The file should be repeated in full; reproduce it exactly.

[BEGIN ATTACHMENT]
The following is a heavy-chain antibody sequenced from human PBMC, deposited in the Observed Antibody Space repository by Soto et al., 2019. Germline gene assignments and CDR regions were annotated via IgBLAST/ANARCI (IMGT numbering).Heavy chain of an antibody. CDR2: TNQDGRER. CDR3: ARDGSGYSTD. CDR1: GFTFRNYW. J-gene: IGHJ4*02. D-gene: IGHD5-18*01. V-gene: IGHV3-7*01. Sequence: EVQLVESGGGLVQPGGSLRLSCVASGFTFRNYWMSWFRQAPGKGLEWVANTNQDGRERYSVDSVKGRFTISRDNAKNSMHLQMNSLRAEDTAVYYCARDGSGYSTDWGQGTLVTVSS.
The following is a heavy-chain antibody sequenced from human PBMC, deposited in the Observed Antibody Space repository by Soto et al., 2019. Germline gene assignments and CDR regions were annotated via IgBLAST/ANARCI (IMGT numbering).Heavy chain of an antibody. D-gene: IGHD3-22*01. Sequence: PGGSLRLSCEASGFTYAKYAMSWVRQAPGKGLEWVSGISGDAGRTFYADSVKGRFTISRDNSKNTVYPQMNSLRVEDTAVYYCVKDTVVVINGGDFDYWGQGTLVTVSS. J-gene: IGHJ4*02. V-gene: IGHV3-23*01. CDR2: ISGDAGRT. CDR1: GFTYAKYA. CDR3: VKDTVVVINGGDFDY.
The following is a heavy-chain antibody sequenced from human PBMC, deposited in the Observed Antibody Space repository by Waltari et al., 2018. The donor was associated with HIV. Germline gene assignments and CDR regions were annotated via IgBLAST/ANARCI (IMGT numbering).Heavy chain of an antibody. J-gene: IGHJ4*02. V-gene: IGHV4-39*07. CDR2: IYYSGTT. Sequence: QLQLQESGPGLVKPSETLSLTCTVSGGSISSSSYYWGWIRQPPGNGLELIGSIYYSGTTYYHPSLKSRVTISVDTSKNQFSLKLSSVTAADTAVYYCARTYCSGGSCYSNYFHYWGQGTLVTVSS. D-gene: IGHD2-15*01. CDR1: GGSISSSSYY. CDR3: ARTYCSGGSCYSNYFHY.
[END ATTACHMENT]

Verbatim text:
The following is a heavy-chain antibody sequenced from human PBMC, deposited in the Observed Antibody Space repository by Soto et al., 2019. Germline gene assignments and CDR regions were annotated via IgBLAST/ANARCI (IMGT numbering).Heavy chain of an antibody. CDR2: TNQDGRER. CDR3: ARDGSGYSTD. CDR1: GFTFRNYW. J-gene: IGHJ4*02. D-gene: IGHD5-18*01. V-gene: IGHV3-7*01. Sequence: EVQLVESGGGLVQPGGSLRLSCVASGFTFRNYWMSWFRQAPGKGLEWVANTNQDGRERYSVDSVKGRFTISRDNAKNSMHLQMNSLRAEDTAVYYCARDGSGYSTDWGQGTLVTVSS.
The following is a heavy-chain antibody sequenced from human PBMC, deposited in the Observed Antibody Space repository by Soto et al., 2019. Germline gene assignments and CDR regions were annotated via IgBLAST/ANARCI (IMGT numbering).Heavy chain of an antibody. D-gene: IGHD3-22*01. Sequence: PGGSLRLSCEASGFTYAKYAMSWVRQAPGKGLEWVSGISGDAGRTFYADSVKGRFTISRDNSKNTVYPQMNSLRVEDTAVYYCVKDTVVVINGGDFDYWGQGTLVTVSS. J-gene: IGHJ4*02. V-gene: IGHV3-23*01. CDR2: ISGDAGRT. CDR1: GFTYAKYA. CDR3: VKDTVVVINGGDFDY.
The following is a heavy-chain antibody sequenced from human PBMC, deposited in the Observed Antibody Space repository by Waltari et al., 2018. The donor was associated with HIV. Germline gene assignments and CDR regions were annotated via IgBLAST/ANARCI (IMGT numbering).Heavy chain of an antibody. J-gene: IGHJ4*02. V-gene: IGHV4-39*07. CDR2: IYYSGTT. Sequence: QLQLQESGPGLVKPSETLSLTCTVSGGSISSSSYYWGWIRQPPGNGLELIGSIYYSGTTYYHPSLKSRVTISVDTSKNQFSLKLSSVTAADTAVYYCARTYCSGGSCYSNYFHYWGQGTLVTVSS. D-gene: IGHD2-15*01. CDR1: GGSISSSSYY. CDR3: ARTYCSGGSCYSNYFHY.